First, if you have the capabilities to remove the wood yourself, you can ask around town to see if anyone has wood they need removed.  Your neighbors may have free wood in the form of stumps, fallen trees, limps, and branches just laying around on their property. You might be able to do them a favor, and get free eco-friendly firewood in the process.  Just be sure to ask them first – assuming wood is free for the taking could bring you some problems!

Another way of obtaining waste wood is to ask a professional give you theirs. Landscapers and tree care professionals often have an overabundance of wood. If you pass one at work next to a pile of freshly felled limbs, you may be doing them a favor by seeing if they would like help taking some of it off their hands.  Occasionally, a friendly tree professional will even drop off the wood for you if you aren’t out of the way.

Also, keep your eyes peeled for waste wood when driving. Sometimes, firewood appears on the curb – keep your eyes peeled when you’re driving for piles of wood on the side of the road with a “free wood” sign – it happens!

A final way of obtaining free waste wood is by scanning internet classifieds. There is almost always free wood posted on DC’s Craigslist, for example.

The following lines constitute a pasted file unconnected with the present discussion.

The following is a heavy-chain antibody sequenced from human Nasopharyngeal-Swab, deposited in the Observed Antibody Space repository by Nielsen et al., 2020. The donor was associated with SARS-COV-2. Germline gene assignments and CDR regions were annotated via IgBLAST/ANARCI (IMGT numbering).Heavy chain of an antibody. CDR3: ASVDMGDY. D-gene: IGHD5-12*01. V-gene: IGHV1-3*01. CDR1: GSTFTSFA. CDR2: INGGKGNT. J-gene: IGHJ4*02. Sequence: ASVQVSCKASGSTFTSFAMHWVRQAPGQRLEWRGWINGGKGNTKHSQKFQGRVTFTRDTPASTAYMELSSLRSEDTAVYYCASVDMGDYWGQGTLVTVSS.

Wood pellets and wood brick are also often made of waste wood that has been recycled into great burning wood. Just remember that pellets are for pellet stoves, not your average fireplace. Many wood bricks, on the other hand, work great in standard fireplaces. Many dealers provide pellets and bricks.

Just remember the following in regards to waste wood: always properly season firewood; make sure it is not ridden with mold, chemicals, or pests like termites or ash borers; and do not move the wood long distances. We also advise familiarizing yourself with local ordinances if you plan on heavily utilizing waste wood.

Buying Firewood
It’s often easier to buy your firewood. When doing so, you want to make sure you get good firewood sourced responsibly. Anybody can have leftover wood and claim to be a firewood dealer, and many don’t know or care what they sell or where it came from, so you should use a reputable dealer.

Most states have regulations on firewood sales, and many states, including Maryland, require firewood dealers to have a license. To find or verify authorized dealers in Maryland, go to

Anytime you burn fuel, there is an environmental impact. So remember – what you burn matters!

For more on Wood Heat and the Environment, read:
Part 3: Burning a More Responsible Fire
Part 4: Environmental Comparison of Wood Burning Stoves & Appliances